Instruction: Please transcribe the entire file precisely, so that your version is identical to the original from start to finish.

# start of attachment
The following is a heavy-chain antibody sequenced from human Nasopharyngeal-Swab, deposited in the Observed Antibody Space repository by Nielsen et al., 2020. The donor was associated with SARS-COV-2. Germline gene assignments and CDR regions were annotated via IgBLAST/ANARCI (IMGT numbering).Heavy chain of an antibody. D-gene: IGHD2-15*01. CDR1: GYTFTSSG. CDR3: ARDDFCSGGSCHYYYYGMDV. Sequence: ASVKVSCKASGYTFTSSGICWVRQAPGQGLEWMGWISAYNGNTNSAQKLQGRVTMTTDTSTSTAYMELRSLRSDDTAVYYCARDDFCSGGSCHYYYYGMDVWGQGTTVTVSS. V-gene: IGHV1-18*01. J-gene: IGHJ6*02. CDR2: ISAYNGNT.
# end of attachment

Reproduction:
The following is a heavy-chain antibody sequenced from human Nasopharyngeal-Swab, deposited in the Observed Antibody Space repository by Nielsen et al., 2020. The donor was associated with SARS-COV-2. Germline gene assignments and CDR regions were annotated via IgBLAST/ANARCI (IMGT numbering).Heavy chain of an antibody. D-gene: IGHD2-15*01. CDR1: GYTFTSSG. CDR3: ARDDFCSGGSCHYYYYGMDV. Sequence: ASVKVSCKASGYTFTSSGICWVRQAPGQGLEWMGWISAYNGNTNSAQKLQGRVTMTTDTSTSTAYMELRSLRSDDTAVYYCARDDFCSGGSCHYYYYGMDVWGQGTTVTVSS. V-gene: IGHV1-18*01. J-gene: IGHJ6*02. CDR2: ISAYNGNT.